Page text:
Some time along our ride on the American school system’s literature rocket, most of us were pounded on the head with the Bard’s work. For those who don’t recall these two particular characters from their reading assignments, allow me to refresh: they were two minor presences in William Shakespeare’s Hamlet. British playwright Tom Stoppard pulled them from the stage and threw them to the wings in his hilarious Rosencrantz and Guildenstern are Dead, a sort of “X’s story told from Y’s perspective” kind of play. Although the comedy is filled with twists and turns and cleverness like you would not believe, filmmaker Jordan Galland felt the need to modify things even a bit more.
In his movie Rosencrantz and Guildenstern are Undead, centuries of vampiric feuding are tied in an epic weave to a loser’s attempt at love, Broadway murders, and following the epidemic of vampire-fever that’s taken over the tween lime light, vampire-human romances. With a plot as soaked in hysteria, mystery, and Shakespearean fantasy as this, who but Sean Lennon to wring a dollhouse daydream, tinker-toy soundtrack out of it?
From the introductory “Title Theme”, your surroundings wash away into a whimsically dark, sparkling-with-dew setting that couldn’t be more descriptive of the film’s aura. The album features guest spots for Miho Hatori (of Cibo Matto), a voice equally of illusion and despair, and Kool Keith, a rapper who is, to say the least, musically complex.
The album is largely instrumental, following an orchestral formula. Some tracks have anticlimactic endings; they feel a bit cut off. However, for a composition mostly made of non-vocal instruments, it has exceptionally well-defined emotional grooves and shifts, carved out of the harmoniously waltz-y string backbone with tinkering robo-sounds and simple wooden taps. Lennon solidly jumps feet-first into the world of light strings and acoustic staccatos in “Elsinore”, a track that bellows fantastic aspiration and delusion of realities. While “Elsinore” dwells closer to a still yet airy melody, the ominous crescendos of “Feed” take over the album’s heavier side with more synthetic sounds leaning towards an Edward Scissorhands-esque nightmare.
It’s hard to put aside the story that this music orchestrates, therefore making it difficult not to put a backdrop to the songs. When imagined along with the storyboard, this album is a masterpiece. Not unlike the Dark Side of the Moon/Wizard of Oz combo (if anyone’s ever gotten the timings right), Lennon’s Rosencrantz… flows with the ups and downs of a quite moving story, and it’s almost as if the album is a movie within itself. And I say “almost” because, intricate instrument pairings and epic orchestras aside, I don’t believe the soundtrack can stand as tall by itself as it does with the movie backing it.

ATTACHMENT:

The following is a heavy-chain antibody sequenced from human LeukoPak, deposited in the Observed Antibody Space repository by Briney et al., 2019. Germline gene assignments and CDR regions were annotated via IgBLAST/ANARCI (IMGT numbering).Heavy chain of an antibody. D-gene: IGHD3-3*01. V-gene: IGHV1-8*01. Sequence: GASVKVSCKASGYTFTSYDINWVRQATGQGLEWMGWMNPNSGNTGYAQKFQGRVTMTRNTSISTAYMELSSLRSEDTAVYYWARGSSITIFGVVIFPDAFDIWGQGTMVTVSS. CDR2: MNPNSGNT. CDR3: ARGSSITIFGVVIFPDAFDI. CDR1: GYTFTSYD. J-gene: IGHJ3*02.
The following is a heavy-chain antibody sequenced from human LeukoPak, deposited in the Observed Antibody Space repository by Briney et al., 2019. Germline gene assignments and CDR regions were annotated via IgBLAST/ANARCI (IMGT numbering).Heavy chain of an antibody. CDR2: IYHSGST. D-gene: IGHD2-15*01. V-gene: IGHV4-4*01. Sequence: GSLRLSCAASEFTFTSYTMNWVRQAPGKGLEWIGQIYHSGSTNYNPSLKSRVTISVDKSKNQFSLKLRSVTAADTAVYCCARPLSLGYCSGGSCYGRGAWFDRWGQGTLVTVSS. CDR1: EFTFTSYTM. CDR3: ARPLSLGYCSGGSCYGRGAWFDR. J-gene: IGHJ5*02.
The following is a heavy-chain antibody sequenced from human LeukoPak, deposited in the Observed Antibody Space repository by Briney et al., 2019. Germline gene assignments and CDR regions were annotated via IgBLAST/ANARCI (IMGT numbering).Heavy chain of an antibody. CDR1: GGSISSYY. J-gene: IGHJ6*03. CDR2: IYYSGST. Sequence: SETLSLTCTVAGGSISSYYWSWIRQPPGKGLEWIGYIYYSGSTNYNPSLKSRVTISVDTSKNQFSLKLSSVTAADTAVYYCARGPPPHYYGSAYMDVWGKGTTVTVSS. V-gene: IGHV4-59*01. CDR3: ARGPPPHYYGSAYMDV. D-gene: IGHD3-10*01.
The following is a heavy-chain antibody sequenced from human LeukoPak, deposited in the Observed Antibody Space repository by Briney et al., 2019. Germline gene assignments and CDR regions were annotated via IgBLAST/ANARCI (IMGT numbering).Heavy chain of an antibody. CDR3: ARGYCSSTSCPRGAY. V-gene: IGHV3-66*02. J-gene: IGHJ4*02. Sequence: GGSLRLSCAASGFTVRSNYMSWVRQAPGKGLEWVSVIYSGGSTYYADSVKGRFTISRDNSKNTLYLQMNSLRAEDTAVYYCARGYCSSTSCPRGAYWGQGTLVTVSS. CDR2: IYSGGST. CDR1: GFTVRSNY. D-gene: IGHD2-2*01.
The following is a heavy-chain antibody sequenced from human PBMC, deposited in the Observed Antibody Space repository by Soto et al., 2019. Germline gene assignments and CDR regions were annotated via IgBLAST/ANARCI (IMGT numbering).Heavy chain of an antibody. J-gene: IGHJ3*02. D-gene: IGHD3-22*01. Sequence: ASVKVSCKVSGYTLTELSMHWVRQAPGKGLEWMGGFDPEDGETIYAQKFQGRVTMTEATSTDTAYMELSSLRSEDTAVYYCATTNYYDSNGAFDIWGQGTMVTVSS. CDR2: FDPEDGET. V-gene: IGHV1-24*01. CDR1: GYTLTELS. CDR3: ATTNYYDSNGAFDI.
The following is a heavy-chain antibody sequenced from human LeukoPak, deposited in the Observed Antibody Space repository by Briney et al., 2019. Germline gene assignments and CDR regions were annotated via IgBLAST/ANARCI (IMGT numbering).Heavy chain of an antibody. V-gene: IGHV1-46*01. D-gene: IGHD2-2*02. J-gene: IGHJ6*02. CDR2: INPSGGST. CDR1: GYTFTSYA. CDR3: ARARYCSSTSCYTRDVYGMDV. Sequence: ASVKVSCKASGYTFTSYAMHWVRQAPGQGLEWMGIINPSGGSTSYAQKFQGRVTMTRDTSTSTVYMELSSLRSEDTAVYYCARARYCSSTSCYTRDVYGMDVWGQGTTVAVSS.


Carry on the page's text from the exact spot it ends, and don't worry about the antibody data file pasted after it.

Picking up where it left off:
For example, “Yorick’s Skull” is a magnificent, semi-operatic (without vocals) chase scene monster, but its power rests within the story that it tells. Of course it could be telling a story with or without having a film to accompany, but it does have one, so it doesn’t tell a story on its own. The escalating piano and curious flutes make for a savagely intense soundtrack, but outside of the film are too ambiguous to take note of as an independent song. Overall, though, Lennon does an exquisite job of channeling the Shakespearean era with sort of a minimalist twist of humor. In “Charlotte’s Theme”, the occasional “boing” is essential to the comedic interpretation of the tale, and a great balance for the almost battle-like foundation.
There are a few recurring melodies throughout the album, and they are so enjoyably original that they simply add to the listener/spectator experience. One is found in “Hamlet’s Theme”, one of the more musically comprehensive tracks on this record. In it, you’ll find galloping claps flamenco-style, a friendly accordion, and the whistle-like number that sprays a bit of mystery over the whole waltz. It’s a fair representative of the fantasy that plagues the whole of the soundtrack.
While this may not be the best-selling record of our century, it’s definitely among the best soundtracks I have heard in a long while. The imagery is a work of art and the production is spotless. More importantly, the film’s subtleties are masterfully highlighted and its nudges at period are glorified in strong, imaginative tracks. To top it off, the variety in style and pace is wide, making for an appealing, enchanting soundfest. Somebody give Sean Lennon an award for Best Score.
Rosencrantz and Guildenstern are Undead